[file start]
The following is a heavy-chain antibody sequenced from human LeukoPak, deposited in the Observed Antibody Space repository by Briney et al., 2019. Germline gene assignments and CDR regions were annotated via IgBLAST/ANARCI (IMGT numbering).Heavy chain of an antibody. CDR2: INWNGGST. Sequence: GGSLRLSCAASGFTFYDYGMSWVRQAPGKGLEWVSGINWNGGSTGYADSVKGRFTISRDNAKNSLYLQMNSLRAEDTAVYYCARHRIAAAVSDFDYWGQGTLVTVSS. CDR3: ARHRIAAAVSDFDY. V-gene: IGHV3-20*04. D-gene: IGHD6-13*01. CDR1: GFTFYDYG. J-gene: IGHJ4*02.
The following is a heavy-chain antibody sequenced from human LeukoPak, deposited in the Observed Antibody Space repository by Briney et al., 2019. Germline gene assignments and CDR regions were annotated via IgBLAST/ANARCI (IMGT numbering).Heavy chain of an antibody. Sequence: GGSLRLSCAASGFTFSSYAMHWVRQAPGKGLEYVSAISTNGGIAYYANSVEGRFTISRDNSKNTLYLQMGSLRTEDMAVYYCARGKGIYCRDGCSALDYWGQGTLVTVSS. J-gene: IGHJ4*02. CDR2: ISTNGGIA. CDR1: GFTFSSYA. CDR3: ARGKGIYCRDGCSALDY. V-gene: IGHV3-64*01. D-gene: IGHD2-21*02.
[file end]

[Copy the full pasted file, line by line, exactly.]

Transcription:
The following is a heavy-chain antibody sequenced from human LeukoPak, deposited in the Observed Antibody Space repository by Briney et al., 2019. Germline gene assignments and CDR regions were annotated via IgBLAST/ANARCI (IMGT numbering).Heavy chain of an antibody. CDR2: INWNGGST. Sequence: GGSLRLSCAASGFTFYDYGMSWVRQAPGKGLEWVSGINWNGGSTGYADSVKGRFTISRDNAKNSLYLQMNSLRAEDTAVYYCARHRIAAAVSDFDYWGQGTLVTVSS. CDR3: ARHRIAAAVSDFDY. V-gene: IGHV3-20*04. D-gene: IGHD6-13*01. CDR1: GFTFYDYG. J-gene: IGHJ4*02.
The following is a heavy-chain antibody sequenced from human LeukoPak, deposited in the Observed Antibody Space repository by Briney et al., 2019. Germline gene assignments and CDR regions were annotated via IgBLAST/ANARCI (IMGT numbering).Heavy chain of an antibody. Sequence: GGSLRLSCAASGFTFSSYAMHWVRQAPGKGLEYVSAISTNGGIAYYANSVEGRFTISRDNSKNTLYLQMGSLRTEDMAVYYCARGKGIYCRDGCSALDYWGQGTLVTVSS. J-gene: IGHJ4*02. CDR2: ISTNGGIA. CDR1: GFTFSSYA. CDR3: ARGKGIYCRDGCSALDY. V-gene: IGHV3-64*01. D-gene: IGHD2-21*02.